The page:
Emil Nolde: Artist Portrait

Emil Nolde

Born 1867. Died 1956.
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Emil Nolde Biography

Born as Emil Hansen in Nolde, Denmark, in 1867 to peasant farmers, Nolde recognized early on that his ambitions lay outside of agriculture. His first creative experiences were during a four-year apprenticeship beginning in 1884, where he learned woodcarving and furniture design, ultimately giving him the practical skills to support himself. He advanced his artistic skills by attending night classes at the Karlsruhe School of Applied Arts between 1889 and 1890, ultimately gaining a position as a drawing instructor in St. Gallen, Switzerland, from 1892 to 1898.

In 1899, Nolde visited Paris where he enrolled at the Académie Julian, and became well acquainted with a number of Impressionist artists, as well as Paul Gauguin and Vincent van Gogh. During the early 1900s he began associating with more avant-garde artistic circles and his endeavors in fine art truly began to mature. Beginning around 1902, he began living on the island of Alsen, Denmark, though he continued to spend winters in Berlin, all the while continuing to hone his artistic practice. He first joined the German Expressionist group Die Brücke in 1906, but left in 1907; nevertheless the influence of his time in the group had a lasting stylistic and iconographic impact on his artistic production — by 1909, religious iconography as well as motifs of dance and movement were becoming more pronounced in his work. He later joined the Berlin Secession group, which favored the Post-Impressionistic mode over the state-supported aesthetics of the Association of Berlin Artists. Ultimately, he and several other artists were edged out of the group, leading him to join the now famous and renowned Der Blaue Reiter group, founded by Wassily Kandinsky and Franz Marc.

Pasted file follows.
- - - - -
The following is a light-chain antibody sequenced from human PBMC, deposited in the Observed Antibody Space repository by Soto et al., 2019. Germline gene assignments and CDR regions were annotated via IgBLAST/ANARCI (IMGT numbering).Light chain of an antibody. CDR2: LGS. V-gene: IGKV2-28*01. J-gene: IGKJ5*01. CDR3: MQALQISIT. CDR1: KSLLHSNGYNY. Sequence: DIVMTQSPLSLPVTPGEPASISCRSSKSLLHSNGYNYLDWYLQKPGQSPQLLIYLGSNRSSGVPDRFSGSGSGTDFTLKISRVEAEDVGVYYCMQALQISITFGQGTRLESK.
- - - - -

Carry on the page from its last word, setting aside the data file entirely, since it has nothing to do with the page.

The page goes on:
Known to have shown an early interest in in Primitivism, inspired by his introduction to the work of Gauguin, and having an affinity for traditionally Teutonic themes, as well as an interest in the studies of racial features, it is unsurprising that Nolde expressed Nazi sympathies as early as the 1920s. Despite his political support of the Nazi party, his work still did not adhere to the party’s strict artistic code, and he was ultimately featured in the notorious 1937 Degenerate Art exhibition. By 1941, he was prohibited by the Nazis from purchasing canvas and paint; he circumvented this ruling by continuing to paint in watercolor on paper, producing mostly modest landscapes and flower studies, which account for the majority of his late work until his death in 1956 at his home in Seebüll, in Northern Germany.

Following Nolde’s death, his home in Seebüll was ultimately made into a museum of the artist’s work, and his work has come to be housed as well in a number of the world’s leading public collections, including the Museum of Modern Art, New York; the Art Institute of Chicago; the Brüke Museum, Berlin; and the Nasjonalmuseet for kunst, Oslo.

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